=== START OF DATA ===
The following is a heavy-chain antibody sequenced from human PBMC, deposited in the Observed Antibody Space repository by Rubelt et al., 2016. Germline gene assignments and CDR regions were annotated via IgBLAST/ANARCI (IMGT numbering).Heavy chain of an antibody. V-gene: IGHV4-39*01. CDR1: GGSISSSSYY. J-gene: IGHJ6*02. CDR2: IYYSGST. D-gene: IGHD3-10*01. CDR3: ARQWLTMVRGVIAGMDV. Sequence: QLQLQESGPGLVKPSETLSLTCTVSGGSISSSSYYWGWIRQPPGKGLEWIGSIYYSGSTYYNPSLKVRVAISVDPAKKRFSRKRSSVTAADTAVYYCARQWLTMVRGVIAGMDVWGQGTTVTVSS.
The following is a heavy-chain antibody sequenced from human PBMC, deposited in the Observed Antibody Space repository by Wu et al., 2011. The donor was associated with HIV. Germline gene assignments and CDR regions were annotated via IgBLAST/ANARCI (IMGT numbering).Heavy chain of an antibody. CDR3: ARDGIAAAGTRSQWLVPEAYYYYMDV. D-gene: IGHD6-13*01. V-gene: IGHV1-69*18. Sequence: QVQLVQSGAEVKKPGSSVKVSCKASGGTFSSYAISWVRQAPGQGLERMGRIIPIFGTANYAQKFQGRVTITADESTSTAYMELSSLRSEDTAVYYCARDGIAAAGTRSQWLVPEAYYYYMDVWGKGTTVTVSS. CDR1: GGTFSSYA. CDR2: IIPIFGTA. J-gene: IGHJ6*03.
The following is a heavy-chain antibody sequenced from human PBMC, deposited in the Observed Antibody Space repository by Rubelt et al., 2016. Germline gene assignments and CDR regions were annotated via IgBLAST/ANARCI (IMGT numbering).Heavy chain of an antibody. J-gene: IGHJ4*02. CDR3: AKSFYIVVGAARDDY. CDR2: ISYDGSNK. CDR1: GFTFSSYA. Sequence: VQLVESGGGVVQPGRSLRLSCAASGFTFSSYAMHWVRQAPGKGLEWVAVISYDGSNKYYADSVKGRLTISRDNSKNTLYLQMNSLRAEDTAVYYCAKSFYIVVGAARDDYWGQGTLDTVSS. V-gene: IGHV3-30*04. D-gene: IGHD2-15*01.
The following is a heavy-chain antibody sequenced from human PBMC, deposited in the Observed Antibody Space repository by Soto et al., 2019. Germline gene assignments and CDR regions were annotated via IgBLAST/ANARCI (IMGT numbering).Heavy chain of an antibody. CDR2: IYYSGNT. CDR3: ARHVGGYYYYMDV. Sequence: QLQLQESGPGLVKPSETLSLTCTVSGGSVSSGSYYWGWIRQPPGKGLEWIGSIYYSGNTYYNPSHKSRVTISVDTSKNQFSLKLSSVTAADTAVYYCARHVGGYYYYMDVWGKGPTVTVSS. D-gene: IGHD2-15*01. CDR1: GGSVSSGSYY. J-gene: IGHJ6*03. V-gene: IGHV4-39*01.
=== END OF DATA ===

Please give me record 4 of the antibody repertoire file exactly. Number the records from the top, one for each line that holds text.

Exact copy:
The following is a heavy-chain antibody sequenced from human PBMC, deposited in the Observed Antibody Space repository by Soto et al., 2019. Germline gene assignments and CDR regions were annotated via IgBLAST/ANARCI (IMGT numbering).Heavy chain of an antibody. CDR2: IYYSGNT. CDR3: ARHVGGYYYYMDV. Sequence: QLQLQESGPGLVKPSETLSLTCTVSGGSVSSGSYYWGWIRQPPGKGLEWIGSIYYSGNTYYNPSHKSRVTISVDTSKNQFSLKLSSVTAADTAVYYCARHVGGYYYYMDVWGKGPTVTVSS. D-gene: IGHD2-15*01. CDR1: GGSVSSGSYY. J-gene: IGHJ6*03. V-gene: IGHV4-39*01.